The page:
Of all the tyrosine kinase inhibitors the most successful are Gleevec, Iressa and Tarceva. The novel anticancer drug Gleevec/ Glivec/ Imatinib mesylate (Novartis STI571) is a success for CML (Chronic myeloid leukemia) and c-kit positive metastatic GIST. Gleevec kills cancer cells by turning off tyrosine kinase. In order to survive, cells need signaling through proteins (signal cascade) to keep them alive. Some of the proteins in this cascade use a phosphate group as an "on" switch. This phosphate group is added by a tyrosine kinase enzyme. In healthy cells, these tyrosine kinase enzymes are turned on and off as needed. In Ph-positive CML cells, one tyrosine kinase enzyme, BCR-Abl, is stuck on the "on" position, and keeps adding phosphate groups. Imatinib blocks this BCR-Abl enzyme, and stops it from adding phosphate groups. As a result, these cells stop growing, and even die by a process of cell death (apoptosis). Because the BCR-Abl tyrosine kinase enzyme exists only in cancer cells and not in healthy cells, imatinib works as a form of targeted therapy—only cancer cells are killed through the drug's action. In this regard, imatinib was one of the first cancer therapies to show the potential for such targeted action, and is often cited as a paradigm for research in cancer therapeutics.
What is the mechanism of action for TKI's?
Multiple kinases are involved in angiogenesis, including receptor tyrosine kinases such as the vascular endothelial growth factor receptor. Three anti-angiogenic tyrosine kinase inhibitors (TKIs), sunitinib, sorafenib and pazopanib, with differential binding capacities to angiogenic kinases were recently approved for treatment of patients with advanced cancer (renal cell cancer, gastro-intestinal stromal tumors, and hepatocellular cancer). Most small-molecule kinase inhibitors discovered to date compete with ATP. Binding of ATP to a kinase is characterized by the formation of hydrogen bonds from the adenine ring to the ATP-binding cleft of the kinase. Kinase inhibitors can target (nearby) the ATP-binding site of a kinase. The ATP-binding site is common to all protein kinases, and selectivity of kinase inhibitors is engineered by the chemical structure which is not similar to the ATP structure.(See reference 5).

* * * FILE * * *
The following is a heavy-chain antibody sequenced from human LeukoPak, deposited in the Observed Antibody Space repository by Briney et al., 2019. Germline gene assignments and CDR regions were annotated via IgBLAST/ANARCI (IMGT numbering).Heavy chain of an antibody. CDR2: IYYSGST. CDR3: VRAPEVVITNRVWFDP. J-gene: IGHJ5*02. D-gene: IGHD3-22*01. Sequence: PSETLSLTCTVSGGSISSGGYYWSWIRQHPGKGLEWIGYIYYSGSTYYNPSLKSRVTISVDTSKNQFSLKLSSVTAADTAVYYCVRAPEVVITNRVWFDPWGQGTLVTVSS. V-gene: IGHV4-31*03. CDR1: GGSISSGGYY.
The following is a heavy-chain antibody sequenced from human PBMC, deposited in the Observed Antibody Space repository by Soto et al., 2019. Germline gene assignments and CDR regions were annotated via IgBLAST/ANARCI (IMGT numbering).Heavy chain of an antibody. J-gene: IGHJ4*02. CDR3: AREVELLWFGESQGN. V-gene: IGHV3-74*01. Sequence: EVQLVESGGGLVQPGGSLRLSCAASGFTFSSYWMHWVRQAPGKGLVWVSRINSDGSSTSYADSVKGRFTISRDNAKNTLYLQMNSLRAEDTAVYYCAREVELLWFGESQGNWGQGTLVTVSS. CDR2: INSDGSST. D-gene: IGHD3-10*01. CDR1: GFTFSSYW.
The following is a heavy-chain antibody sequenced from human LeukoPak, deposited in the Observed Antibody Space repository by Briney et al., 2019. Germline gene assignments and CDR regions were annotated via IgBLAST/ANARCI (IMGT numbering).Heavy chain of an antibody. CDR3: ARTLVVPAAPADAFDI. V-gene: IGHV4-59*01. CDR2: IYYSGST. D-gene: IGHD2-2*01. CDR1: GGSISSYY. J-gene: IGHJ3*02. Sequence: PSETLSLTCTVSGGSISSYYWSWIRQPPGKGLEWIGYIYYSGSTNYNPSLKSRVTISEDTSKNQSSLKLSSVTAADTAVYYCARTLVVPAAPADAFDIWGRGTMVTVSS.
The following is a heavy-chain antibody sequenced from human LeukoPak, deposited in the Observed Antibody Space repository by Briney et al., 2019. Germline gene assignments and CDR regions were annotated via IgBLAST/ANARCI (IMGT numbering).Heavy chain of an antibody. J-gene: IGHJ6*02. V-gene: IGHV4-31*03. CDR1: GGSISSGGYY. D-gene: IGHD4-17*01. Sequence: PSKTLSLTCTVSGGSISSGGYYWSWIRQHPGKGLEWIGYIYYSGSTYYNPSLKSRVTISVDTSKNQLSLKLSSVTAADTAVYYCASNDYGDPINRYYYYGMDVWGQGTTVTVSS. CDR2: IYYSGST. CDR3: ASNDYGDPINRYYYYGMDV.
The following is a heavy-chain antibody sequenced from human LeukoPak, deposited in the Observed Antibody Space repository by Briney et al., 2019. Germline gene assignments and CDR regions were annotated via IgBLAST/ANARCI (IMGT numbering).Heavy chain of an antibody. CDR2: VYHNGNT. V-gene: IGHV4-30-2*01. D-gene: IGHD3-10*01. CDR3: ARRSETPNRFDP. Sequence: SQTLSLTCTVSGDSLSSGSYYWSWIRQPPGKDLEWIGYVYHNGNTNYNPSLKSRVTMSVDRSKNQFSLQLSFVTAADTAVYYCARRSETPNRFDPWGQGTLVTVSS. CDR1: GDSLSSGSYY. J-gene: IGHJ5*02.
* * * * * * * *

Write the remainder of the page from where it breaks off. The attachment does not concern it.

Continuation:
Crystal structure of the second generation Bcr-Abl tyrosine-kinase inhibitor nilotinib (red) in complex with an Abl kinase domain (blue). Nilotinib is used to treat chronic myelogenous leukemia (CML), a hematological malignancy. Structurally related to imatinib, it was developed based on the structure of the Abl-imatinib complex to address imatinib intolerance and resistance. Nilotinib is a selective Bcr-Abl kinase inhibitor that is 10-30 fold more potent than imatinib in inhibiting Bcr-Abl tyrosine kinase activity and proliferation of Bcr-Abl expressing cells. Image based on PDB 3CS9 showing 2nd Gen TKI Nilotinib in complex with Abl Kinase. Image made using Jmol.
Readings and References
1- Robinson DR, Wu YM, Lin SF (November 2000). "The protein tyrosine kinase family of the human genome". Oncogene 19 (49): 5548–57. doi:10.1038/sj.onc.1203957. PMID 11114734.
2- Zwick E, Bange J, Ullrich A (September 2001). "Receptor tyrosine kinase signalling as a target for cancer intervention strategies". Endocrine-Related Cancer 8 (3): 161–73. doi:10.1677/erc.0.0080161. PMID 11566607.
3- Hubbard SR, Till JH (2000). "Protein tyrosine kinase structure and function". Annual Review of Biochemistry 69: 373–98. doi:10.1146/annurev.biochem.69.1.373
4-Manash K. Paul and Anup K. Mukhopadhyay. "Tyrosine kinase – Role and significance in Cancer". Int J Med Sci. 2004; 1(2): 101–115.
5- Kristy J. Gotink and Henk M. W. Verheulcorresponding author. "Anti-angiogenic tyrosine kinase inhibitors: what is their mechanism of action?".Angiogenesis. 2010 Mar; 13(1): 1–14.